Nick Clegg’s Conference speech Remixed.



Blue suit, blue lectern, blue backdrop, yellow tie

Two and a half years ago, I stood in this very hall

Tie is the colour of my school tie,

and it’s making my brane go funny.

Hold our nerve

Why two lapel mics?

Hold our nerve

Speaking in stereo now?

We’ve always been the face of change

All our dreams will appear

on hover powered motor scooters.

100,000 ideas on how to cut waste

Suggestion 100,001 – axe the post of Deputy PM

Still a lot of beards in the Lib Dems

I still think the war in Iraq was illegal.

Got a cheer

The difference is lawyers now get anxious when I mention it.

Packed but not yet passionate

seems some people are only interested in the past.

We will never lose our soul.

already sold it to the Devil

I can’t watch him any more,

sell it to the highest bidder

a bit like young Pike of Dad’s Army.

We have become more than the sum of our parts.

It sounds like a storm coming for bankers

It’s a drop in the ocean.

Two heads are usually better than one.

Walk the high street,

it’s invisible.

go to work, talk to your friends,

I would be LMAO if this wasn’t so serious

Would you ask your children to pay your credit card bill?

a Thatcher-style household analogy.

Don’t panic

Very keen to win over and reassure the faithful.

It’s quite tough

you have the opportunities you crave.

It must never happen again.

So the message is loud and clear:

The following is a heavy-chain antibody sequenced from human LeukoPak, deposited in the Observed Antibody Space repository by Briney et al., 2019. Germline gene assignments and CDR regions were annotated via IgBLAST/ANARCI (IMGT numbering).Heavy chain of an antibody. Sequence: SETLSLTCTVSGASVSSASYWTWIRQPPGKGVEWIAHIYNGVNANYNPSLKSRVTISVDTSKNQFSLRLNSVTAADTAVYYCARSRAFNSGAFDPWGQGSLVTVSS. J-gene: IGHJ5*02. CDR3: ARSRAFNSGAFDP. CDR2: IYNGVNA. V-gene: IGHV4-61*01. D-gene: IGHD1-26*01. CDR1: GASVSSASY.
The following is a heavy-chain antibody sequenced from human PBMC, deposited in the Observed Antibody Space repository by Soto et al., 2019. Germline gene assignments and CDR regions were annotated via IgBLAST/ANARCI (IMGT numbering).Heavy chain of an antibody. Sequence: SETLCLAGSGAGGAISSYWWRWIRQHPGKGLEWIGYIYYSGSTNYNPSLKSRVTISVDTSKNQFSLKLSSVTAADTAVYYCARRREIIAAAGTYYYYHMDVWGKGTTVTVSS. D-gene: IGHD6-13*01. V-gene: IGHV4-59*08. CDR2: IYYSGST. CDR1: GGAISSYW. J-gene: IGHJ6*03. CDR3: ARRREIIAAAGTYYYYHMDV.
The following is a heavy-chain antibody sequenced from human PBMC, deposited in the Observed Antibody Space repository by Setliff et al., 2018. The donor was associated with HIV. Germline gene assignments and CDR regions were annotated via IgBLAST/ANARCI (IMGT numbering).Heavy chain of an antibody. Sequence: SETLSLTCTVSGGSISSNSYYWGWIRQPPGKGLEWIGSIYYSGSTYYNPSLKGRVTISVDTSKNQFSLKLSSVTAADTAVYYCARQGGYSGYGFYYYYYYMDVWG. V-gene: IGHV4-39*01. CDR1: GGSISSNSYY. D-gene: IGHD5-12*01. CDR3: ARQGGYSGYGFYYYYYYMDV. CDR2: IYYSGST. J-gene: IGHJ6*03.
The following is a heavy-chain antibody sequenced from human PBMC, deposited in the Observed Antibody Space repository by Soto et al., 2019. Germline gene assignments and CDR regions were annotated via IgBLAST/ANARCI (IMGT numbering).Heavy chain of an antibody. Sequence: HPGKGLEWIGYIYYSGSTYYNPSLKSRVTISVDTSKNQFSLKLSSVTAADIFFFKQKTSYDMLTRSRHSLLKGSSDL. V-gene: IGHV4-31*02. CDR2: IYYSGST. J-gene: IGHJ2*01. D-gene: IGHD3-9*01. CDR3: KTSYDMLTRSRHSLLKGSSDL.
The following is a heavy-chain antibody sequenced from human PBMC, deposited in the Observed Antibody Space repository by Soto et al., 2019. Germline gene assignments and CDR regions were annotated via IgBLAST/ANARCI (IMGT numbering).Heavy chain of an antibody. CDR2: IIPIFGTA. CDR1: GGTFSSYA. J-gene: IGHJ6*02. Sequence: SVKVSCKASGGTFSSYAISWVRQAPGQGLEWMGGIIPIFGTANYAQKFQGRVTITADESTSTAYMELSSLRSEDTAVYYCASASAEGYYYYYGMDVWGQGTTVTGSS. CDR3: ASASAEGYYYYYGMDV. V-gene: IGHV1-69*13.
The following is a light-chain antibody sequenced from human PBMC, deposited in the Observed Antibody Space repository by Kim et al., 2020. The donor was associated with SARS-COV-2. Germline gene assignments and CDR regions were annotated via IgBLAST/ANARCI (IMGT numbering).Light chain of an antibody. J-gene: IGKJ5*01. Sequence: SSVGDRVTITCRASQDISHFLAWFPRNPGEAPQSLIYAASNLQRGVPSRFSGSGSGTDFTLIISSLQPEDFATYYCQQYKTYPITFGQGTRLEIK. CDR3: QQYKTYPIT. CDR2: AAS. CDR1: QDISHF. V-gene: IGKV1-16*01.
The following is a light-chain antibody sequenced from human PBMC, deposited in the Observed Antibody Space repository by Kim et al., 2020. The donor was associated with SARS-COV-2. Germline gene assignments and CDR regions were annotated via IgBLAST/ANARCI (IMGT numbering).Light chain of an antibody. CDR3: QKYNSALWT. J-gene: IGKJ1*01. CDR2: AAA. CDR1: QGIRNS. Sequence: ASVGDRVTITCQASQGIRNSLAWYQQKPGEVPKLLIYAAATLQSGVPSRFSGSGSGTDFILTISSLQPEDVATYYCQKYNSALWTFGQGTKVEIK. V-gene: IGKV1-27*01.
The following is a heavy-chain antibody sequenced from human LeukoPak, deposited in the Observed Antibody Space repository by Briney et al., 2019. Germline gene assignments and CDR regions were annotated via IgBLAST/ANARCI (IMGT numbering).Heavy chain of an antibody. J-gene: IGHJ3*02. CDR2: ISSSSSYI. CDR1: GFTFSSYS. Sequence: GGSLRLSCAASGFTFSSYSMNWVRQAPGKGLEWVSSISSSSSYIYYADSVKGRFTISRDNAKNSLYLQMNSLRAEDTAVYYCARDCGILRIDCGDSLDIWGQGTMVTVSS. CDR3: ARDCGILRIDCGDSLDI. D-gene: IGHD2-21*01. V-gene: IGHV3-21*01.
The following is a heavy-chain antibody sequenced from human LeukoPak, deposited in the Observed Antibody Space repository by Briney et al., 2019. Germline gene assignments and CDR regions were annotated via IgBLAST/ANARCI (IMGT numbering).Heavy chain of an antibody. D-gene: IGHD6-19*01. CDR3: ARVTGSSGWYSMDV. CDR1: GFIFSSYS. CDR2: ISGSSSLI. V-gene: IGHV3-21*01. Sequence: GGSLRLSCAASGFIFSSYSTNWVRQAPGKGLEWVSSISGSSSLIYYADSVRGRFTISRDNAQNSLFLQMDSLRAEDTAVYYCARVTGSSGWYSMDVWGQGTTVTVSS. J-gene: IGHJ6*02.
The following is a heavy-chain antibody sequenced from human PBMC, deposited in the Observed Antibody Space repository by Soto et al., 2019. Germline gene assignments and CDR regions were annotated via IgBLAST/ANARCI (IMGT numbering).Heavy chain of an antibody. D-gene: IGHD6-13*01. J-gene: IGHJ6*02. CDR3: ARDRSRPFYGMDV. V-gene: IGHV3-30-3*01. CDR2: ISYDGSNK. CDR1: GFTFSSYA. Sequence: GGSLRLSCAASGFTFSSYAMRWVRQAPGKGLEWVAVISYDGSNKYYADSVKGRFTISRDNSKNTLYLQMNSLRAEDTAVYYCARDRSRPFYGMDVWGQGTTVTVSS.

Has anyone else lost track of the books

Labour people keep publishing?

All conning bollox to put it politely

Building, brick by brick, day by day,

Just imagine how different our country will be.

Not exactly a vision thing

Stick with us

It wasn’t a bad speech

Stick with us

Looks all so sincere

Stick with us

We’re stuck with U

Collaging by Flow Festival Poet in Residence Kate Fox;

Papal poems-from my Flow Festival Residency

Poems from the Flow Festival Residency.


Partly inspired by an article by English Pen’s Jonathan Heawood; as well as much other Pope talk today;

Pope in Law

It’s like when your Mother in Law

comes round to tea

and you’d tutted at yourself

as you wiped the skirting boards

and cut the crusts off the ham sandwiches,

but she runs her finger

along the mantelpiece collecting dust

says the country’s not what it was,

too full of coloureds and gays

and they talk some sense

in the British National Party

(but she’d happily beatify Russell Harty)

You roll your eyes

but bring more tea in

and her cup swills in sync

with her hand’s tremoring

and time passes like Sunday

until the Mail crossword’s finished

and she needs to get home

for the One Show

and you start a diversionary argument

about how her old antimacassars

are clutter you don’t need

wave her off too vigorously

a gallstone of words stuck inside you

hard and shiny as a Rosary bead.


Inspired by a mishearing by Ruth of the Arvon Foundation when I said I was writing a Papal poem;




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